Depends upon local codes. Also depends on where you are (city, country,
etc.) Depends, from a practical standpoint on what kind of building you
have. Depends on whether you want your installation to be insurable or
Blacksmith forge flues don't get as hot as wood stove flues, but I don't
think building inspectors or insurers care much about the difference.
For instance: even after a full day of forging, I can put my hand on
my forge hood or chimney. Going up into the attic, the double wall pipe
is hardly hot to the touch.
On the other hand, we normally run the chimney on our maple syrup
evaporator at 750 degrees 3 feet above the firebox. (We use stainless
steel for that chimney for the first 10 feet)
Isn't a "class A" chimney either a triple wall or a double wall with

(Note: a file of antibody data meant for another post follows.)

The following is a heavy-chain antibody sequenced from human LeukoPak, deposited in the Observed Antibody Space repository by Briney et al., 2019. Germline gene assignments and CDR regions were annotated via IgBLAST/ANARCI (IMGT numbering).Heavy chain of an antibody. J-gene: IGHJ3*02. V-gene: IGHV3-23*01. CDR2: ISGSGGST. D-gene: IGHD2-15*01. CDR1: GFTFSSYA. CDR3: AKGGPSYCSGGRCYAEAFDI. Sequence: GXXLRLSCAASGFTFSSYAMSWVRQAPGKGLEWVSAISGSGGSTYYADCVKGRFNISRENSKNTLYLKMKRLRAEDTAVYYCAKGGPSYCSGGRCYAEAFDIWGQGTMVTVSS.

insulation in between?
If I remember correctly (been a while) there is also a class B that
is simply double wall pipe with about a 1" air space. That is what I
have. If your chimney can be 24" from any combustable surface, I think
you can use a single wall pipe, but check your local situation to be sure.
Lastly, I think you only NEED the special pipe when you are actually
running through the combustable surface.
You can drop in to your local HVAC shop and ask questions. If you are
polite about it, they can give you a lot of helpful advice and mabye a
few hints that are on the "edge".
But remember this: What happens if you have a fire and the insurance
company decides you went too cheap? Will they pay the claim?
Barn Jeff wrote:
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